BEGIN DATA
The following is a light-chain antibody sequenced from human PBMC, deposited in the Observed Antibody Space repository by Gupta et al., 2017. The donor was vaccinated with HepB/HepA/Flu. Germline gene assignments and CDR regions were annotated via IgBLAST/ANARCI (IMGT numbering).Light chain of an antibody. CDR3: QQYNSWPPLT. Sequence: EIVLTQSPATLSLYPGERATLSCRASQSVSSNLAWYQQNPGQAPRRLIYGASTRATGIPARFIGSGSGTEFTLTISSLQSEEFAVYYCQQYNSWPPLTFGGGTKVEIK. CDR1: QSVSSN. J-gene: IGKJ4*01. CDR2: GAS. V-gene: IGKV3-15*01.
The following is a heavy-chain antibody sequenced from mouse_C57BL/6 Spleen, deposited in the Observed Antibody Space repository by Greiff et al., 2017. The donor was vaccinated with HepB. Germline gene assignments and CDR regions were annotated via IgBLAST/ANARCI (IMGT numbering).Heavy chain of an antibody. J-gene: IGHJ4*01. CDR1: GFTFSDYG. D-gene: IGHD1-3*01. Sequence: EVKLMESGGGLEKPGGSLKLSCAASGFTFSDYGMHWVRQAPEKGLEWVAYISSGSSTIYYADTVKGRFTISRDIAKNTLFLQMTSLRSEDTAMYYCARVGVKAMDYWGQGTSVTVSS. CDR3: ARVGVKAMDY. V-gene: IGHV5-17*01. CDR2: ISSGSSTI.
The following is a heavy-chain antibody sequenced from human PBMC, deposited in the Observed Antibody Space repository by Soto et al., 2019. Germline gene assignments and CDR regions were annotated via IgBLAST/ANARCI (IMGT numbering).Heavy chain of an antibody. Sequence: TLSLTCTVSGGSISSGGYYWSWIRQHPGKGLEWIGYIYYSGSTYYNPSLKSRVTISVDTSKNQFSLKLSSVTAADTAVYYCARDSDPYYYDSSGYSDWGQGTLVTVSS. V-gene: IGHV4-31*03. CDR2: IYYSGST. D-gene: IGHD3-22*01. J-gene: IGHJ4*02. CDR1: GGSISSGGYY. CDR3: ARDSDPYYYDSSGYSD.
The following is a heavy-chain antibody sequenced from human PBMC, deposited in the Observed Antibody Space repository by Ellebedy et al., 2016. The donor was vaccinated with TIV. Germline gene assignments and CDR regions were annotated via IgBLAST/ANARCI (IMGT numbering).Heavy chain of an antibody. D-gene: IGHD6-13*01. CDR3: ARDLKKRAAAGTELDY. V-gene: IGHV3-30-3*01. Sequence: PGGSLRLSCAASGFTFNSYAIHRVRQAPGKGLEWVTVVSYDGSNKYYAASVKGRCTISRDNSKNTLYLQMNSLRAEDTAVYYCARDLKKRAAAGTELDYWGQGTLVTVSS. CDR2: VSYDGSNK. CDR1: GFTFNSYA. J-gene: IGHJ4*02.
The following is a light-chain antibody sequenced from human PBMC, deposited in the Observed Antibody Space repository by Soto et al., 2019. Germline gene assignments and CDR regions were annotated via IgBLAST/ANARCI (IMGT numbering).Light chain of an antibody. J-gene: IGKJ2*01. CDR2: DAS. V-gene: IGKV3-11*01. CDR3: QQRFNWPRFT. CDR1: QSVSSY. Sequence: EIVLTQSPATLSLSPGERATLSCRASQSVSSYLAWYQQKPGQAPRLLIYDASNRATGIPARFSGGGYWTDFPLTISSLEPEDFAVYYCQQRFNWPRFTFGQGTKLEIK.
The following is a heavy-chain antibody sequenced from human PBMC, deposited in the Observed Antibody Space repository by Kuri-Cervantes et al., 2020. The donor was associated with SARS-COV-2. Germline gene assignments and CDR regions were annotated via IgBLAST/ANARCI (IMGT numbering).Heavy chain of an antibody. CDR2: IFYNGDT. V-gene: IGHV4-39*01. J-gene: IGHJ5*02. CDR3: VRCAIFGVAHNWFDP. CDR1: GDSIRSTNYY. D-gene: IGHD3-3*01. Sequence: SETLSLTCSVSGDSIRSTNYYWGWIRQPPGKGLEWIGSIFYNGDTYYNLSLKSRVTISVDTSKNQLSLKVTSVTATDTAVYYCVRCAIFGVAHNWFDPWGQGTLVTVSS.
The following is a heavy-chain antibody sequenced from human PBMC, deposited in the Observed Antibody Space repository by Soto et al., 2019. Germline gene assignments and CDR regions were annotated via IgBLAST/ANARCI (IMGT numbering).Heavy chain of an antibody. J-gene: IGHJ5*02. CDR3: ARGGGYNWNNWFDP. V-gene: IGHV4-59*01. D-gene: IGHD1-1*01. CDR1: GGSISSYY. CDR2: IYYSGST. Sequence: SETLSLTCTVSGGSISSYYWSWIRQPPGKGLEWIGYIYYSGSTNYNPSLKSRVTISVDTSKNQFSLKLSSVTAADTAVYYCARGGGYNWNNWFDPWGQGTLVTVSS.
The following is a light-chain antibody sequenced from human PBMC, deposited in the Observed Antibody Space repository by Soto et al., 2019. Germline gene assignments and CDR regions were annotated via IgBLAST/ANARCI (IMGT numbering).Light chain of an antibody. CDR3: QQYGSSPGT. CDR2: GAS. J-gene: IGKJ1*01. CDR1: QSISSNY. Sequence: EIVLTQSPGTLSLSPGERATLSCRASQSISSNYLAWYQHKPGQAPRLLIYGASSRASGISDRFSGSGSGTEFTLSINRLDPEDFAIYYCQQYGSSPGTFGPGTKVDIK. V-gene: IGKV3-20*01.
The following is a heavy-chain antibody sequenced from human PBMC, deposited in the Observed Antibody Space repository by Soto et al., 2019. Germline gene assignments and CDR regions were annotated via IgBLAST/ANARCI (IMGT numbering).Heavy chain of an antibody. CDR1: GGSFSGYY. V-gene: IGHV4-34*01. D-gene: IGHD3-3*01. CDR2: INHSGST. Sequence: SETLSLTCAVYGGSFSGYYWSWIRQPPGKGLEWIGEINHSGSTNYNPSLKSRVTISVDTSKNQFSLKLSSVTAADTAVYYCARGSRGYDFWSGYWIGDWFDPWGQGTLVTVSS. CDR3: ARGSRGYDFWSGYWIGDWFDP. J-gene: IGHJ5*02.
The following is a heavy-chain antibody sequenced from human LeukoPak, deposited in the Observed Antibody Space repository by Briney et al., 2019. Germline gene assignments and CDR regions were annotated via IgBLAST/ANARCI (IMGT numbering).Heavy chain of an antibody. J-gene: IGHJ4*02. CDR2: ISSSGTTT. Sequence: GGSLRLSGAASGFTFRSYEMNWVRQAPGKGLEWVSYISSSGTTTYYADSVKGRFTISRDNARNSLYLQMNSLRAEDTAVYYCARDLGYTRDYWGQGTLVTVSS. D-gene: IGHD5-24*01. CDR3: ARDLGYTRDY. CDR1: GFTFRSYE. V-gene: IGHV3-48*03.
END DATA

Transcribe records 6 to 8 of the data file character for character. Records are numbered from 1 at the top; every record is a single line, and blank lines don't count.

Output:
The following is a heavy-chain antibody sequenced from human PBMC, deposited in the Observed Antibody Space repository by Kuri-Cervantes et al., 2020. The donor was associated with SARS-COV-2. Germline gene assignments and CDR regions were annotated via IgBLAST/ANARCI (IMGT numbering).Heavy chain of an antibody. CDR2: IFYNGDT. V-gene: IGHV4-39*01. J-gene: IGHJ5*02. CDR3: VRCAIFGVAHNWFDP. CDR1: GDSIRSTNYY. D-gene: IGHD3-3*01. Sequence: SETLSLTCSVSGDSIRSTNYYWGWIRQPPGKGLEWIGSIFYNGDTYYNLSLKSRVTISVDTSKNQLSLKVTSVTATDTAVYYCVRCAIFGVAHNWFDPWGQGTLVTVSS.
The following is a heavy-chain antibody sequenced from human PBMC, deposited in the Observed Antibody Space repository by Soto et al., 2019. Germline gene assignments and CDR regions were annotated via IgBLAST/ANARCI (IMGT numbering).Heavy chain of an antibody. J-gene: IGHJ5*02. CDR3: ARGGGYNWNNWFDP. V-gene: IGHV4-59*01. D-gene: IGHD1-1*01. CDR1: GGSISSYY. CDR2: IYYSGST. Sequence: SETLSLTCTVSGGSISSYYWSWIRQPPGKGLEWIGYIYYSGSTNYNPSLKSRVTISVDTSKNQFSLKLSSVTAADTAVYYCARGGGYNWNNWFDPWGQGTLVTVSS.
The following is a light-chain antibody sequenced from human PBMC, deposited in the Observed Antibody Space repository by Soto et al., 2019. Germline gene assignments and CDR regions were annotated via IgBLAST/ANARCI (IMGT numbering).Light chain of an antibody. CDR3: QQYGSSPGT. CDR2: GAS. J-gene: IGKJ1*01. CDR1: QSISSNY. Sequence: EIVLTQSPGTLSLSPGERATLSCRASQSISSNYLAWYQHKPGQAPRLLIYGASSRASGISDRFSGSGSGTEFTLSINRLDPEDFAIYYCQQYGSSPGTFGPGTKVDIK. V-gene: IGKV3-20*01.